Another option could be something like the Digitrax Signal Circuit board, except without the weird mast.  Put the LEDs on a very small, thin PCB, and the 3D printed shield with hoods would simply glue to the face of it. This would sacrifice the back detail, but make these a lot easier to build. 
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Mark5

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Re: 3D-Printed Signal Heads
« Reply #4 on: January 20, 2019, 11:52:48 PM »
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Promising!

Philip H

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Re: 3D-Printed Signal Heads
« Reply #5 on: January 20, 2019, 11:58:23 PM »
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Quote
Another option could be something like the Digitrax Signal Circuit board, except without the weird mast.  Put the LEDs on a very small, thin PCB, and the 3D printed shield with hoods would simply glue to the face of it. This would sacrifice the back detail, but make these a lot easier to build.

Honestly that’s gonna he my preference. Painted black - and needing only a couple on masts and maybe a dwarf or three, I’m not looking for super detailed versions.
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Chris333

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Re: 3D-Printed Signal Heads
« Reply #6 on: January 21, 2019, 12:03:21 AM »
+1
There she is again.

C855B

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Re: 3D-Printed Signal Heads
« Reply #7 on: January 21, 2019, 12:40:16 AM »
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... That would require manually threading the leads for each light, quite the tedious and finicky task.

... Put the LEDs on a very small, thin PCB, and the 3D printed shield with hoods would simply glue to the face of it. This would sacrifice the back detail, but make these a lot easier to build.

You don't need to sacrifice the back detail, just make it a 2-piece design for a "sandwich". That was the direction I was going - 3D or etched target and hood/visors, mini-board with the LEDs in the middle on thin PCB material, then a detailed back of your choosing to cover or straddle the mini-PCB. I just need somebody to step-up for the PCB drafting to supply to a board house for manufacture (etching AND components). IOW, we're not going to solve the whole thing as a practical end product until the PCB part of it is fully fleshed.

When I get to the studio tomorrow I will take pics of the two vertical-color signals I have, with dimensions. I have a 2-light Safetrans modern modular and a 3-light modular aluminum square box design similar to (or copied from) the 1st-gen Safetrans. This will give us a leg up on two out of the three major back styles.
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Lemosteam

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Re: 3D-Printed Signal Heads
« Reply #8 on: January 21, 2019, 01:31:19 AM »
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You really don't need a PCB.  If you pre-wire (or buy pre-wired) LED's your design could have an "0503" 0.5mm long by 0.3mm wide x 0.3 deep recess with a hole in the middle.  Drill or grind three holes at the led spacing on the tube to feed each set of wires down.
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« Last Edit: January 21, 2019, 01:33:59 AM by Lemosteam »

narrowminded

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Re: 3D-Printed Signal Heads
« Reply #9 on: January 21, 2019, 02:08:47 AM »
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You really don't need a PCB.  If you pre-wire (or buy pre-wired) LED's your design could have an "0503" 0.5mm long by 0.3mm wide x 0.3 deep recess with a hole in the middle.  Drill or grind three holes at the led spacing on the tube to feed each set of wires down.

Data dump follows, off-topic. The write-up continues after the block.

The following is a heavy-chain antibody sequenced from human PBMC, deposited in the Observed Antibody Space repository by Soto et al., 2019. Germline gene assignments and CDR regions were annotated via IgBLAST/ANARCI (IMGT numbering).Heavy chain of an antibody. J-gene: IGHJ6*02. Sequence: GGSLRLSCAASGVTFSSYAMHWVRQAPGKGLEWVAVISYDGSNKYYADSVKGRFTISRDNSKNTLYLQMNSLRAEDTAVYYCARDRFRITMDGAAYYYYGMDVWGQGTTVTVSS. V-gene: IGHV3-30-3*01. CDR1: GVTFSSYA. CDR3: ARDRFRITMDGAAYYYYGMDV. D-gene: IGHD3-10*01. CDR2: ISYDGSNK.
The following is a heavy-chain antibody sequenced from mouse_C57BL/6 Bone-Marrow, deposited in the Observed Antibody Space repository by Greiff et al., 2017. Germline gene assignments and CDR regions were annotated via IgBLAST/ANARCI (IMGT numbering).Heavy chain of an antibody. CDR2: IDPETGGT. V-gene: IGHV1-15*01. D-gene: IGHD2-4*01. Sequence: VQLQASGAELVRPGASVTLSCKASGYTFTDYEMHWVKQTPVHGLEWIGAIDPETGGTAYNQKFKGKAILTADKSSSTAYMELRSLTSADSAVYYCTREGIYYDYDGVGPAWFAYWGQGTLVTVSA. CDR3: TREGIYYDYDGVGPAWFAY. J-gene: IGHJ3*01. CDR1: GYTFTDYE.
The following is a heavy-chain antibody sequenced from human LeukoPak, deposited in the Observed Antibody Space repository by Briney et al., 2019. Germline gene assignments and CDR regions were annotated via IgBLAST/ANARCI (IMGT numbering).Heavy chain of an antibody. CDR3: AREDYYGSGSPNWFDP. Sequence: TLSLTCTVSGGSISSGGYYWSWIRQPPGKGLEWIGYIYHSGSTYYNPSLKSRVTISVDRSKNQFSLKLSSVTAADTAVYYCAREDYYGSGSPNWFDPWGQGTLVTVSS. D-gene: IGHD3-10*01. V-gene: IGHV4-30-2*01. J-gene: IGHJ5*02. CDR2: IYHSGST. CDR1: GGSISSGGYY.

(Attachment Link)

Maybe just mill a slot in the tube that's the length of all three led's.  Might make feeding the wires easier. 8)

What's the tube diameter?
Mark G.

draskouasshat

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Re: 3D-Printed Signal Heads
« Reply #10 on: January 21, 2019, 08:29:59 AM »
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Ill see what i have for drawings but all of my stuff is on standards of the location, construction, and wiring. Ill do some looking or measuring but i won't be back in the field for 3 weeks due to start up construction meetings.

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jereising

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Re: 3D-Printed Signal Heads
« Reply #11 on: January 21, 2019, 02:25:34 PM »
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Gorgeous, just gorgeous!

So much progress in so little time. :lol:
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Mark W

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Re: 3D-Printed Signal Heads
« Reply #12 on: January 25, 2019, 10:48:22 PM »
+2
I played around with some ideas and put together this quick mock-up of a possible ?elbow mount? signal.


https://i.imgur.com/lcq6yVl.jpg


https://i.imgur.com/A6KxRPB.jpg


The idea is you thread the LED wires through the elbow and down the mast like so:


https://i.imgur.com/ZRQtw7n.jpg

If it is possible to mount the 3 SMD LEDs on a 2.5mm wide x 6.5mm tall x 1.5mm thick PBC, where the ground is shared making just 4 wires to feed, I think this could work! 
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Jbub

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Re: 3D-Printed Signal Heads
« Reply #13 on: January 25, 2019, 10:55:42 PM »
+1
I played around with some ideas and put together this quick mock-up of a possible ?elbow mount? signal.


https://i.imgur.com/lcq6yVl.jpg


https://i.imgur.com/A6KxRPB.jpg


The idea is you thread the LED wires through the elbow and down the mast like so:


https://i.imgur.com/ZRQtw7n.jpg

If it is possible to mount the 3 SMD LEDs on a 2.5mm wide x 6.5mm tall x 1.5mm thick PBC, where the ground is shared making just 4 wires to feed, I think this could work!

Why do I feel like I'll be using this meme a lot?

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C855B

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Re: 3D-Printed Signal Heads
« Reply #14 on: January 25, 2019, 11:15:47 PM »
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Your mission, Mr. Phelps, should you choose to accept it...





Pretty nifty, Mark. Obviously these shots are of a two-lens signal, just add an additional lamp module for a standard 3-color. What you have already is a pretty good rendition of the earlier Safetrans and GRS with the square lamp cases.
« Last Edit: January 25, 2019, 11:18:57 PM by C855B »